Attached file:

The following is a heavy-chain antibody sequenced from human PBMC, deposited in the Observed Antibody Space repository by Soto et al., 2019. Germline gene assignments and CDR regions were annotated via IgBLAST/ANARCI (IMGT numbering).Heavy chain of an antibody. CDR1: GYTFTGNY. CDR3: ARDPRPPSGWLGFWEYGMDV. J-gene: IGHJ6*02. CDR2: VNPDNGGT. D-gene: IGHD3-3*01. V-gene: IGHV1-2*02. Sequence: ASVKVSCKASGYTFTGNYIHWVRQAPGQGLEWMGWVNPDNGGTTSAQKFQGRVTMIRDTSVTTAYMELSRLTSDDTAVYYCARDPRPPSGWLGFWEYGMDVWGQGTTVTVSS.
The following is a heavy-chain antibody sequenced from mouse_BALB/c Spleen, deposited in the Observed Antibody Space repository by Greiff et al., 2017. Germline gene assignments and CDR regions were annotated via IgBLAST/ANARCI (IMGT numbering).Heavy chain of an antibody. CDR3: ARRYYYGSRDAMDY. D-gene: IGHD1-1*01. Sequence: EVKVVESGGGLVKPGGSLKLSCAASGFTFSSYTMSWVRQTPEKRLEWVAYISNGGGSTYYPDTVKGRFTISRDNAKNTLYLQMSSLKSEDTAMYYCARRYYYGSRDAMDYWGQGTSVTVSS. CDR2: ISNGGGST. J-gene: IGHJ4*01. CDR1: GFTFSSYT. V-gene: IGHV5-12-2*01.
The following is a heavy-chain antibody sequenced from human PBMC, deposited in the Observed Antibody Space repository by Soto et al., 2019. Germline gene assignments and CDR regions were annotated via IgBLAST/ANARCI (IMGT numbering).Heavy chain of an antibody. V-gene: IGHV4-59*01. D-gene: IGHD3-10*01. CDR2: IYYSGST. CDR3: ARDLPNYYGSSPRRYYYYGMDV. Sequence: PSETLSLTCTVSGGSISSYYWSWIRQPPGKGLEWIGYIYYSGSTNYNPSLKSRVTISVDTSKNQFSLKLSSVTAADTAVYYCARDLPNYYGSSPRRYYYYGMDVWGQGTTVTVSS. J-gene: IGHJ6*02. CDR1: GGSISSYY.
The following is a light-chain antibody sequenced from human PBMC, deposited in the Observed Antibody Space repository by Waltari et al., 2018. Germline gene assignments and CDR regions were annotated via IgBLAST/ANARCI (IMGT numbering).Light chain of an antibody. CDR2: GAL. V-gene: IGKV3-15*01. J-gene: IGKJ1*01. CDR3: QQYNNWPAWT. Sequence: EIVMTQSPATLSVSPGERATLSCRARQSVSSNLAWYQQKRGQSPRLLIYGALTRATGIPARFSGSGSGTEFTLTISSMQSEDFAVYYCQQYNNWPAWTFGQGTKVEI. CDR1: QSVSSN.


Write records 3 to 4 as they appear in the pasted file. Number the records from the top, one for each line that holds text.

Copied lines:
The following is a heavy-chain antibody sequenced from human PBMC, deposited in the Observed Antibody Space repository by Soto et al., 2019. Germline gene assignments and CDR regions were annotated via IgBLAST/ANARCI (IMGT numbering).Heavy chain of an antibody. V-gene: IGHV4-59*01. D-gene: IGHD3-10*01. CDR2: IYYSGST. CDR3: ARDLPNYYGSSPRRYYYYGMDV. Sequence: PSETLSLTCTVSGGSISSYYWSWIRQPPGKGLEWIGYIYYSGSTNYNPSLKSRVTISVDTSKNQFSLKLSSVTAADTAVYYCARDLPNYYGSSPRRYYYYGMDVWGQGTTVTVSS. J-gene: IGHJ6*02. CDR1: GGSISSYY.
The following is a light-chain antibody sequenced from human PBMC, deposited in the Observed Antibody Space repository by Waltari et al., 2018. Germline gene assignments and CDR regions were annotated via IgBLAST/ANARCI (IMGT numbering).Light chain of an antibody. CDR2: GAL. V-gene: IGKV3-15*01. J-gene: IGKJ1*01. CDR3: QQYNNWPAWT. Sequence: EIVMTQSPATLSVSPGERATLSCRARQSVSSNLAWYQQKRGQSPRLLIYGALTRATGIPARFSGSGSGTEFTLTISSMQSEDFAVYYCQQYNNWPAWTFGQGTKVEI. CDR1: QSVSSN.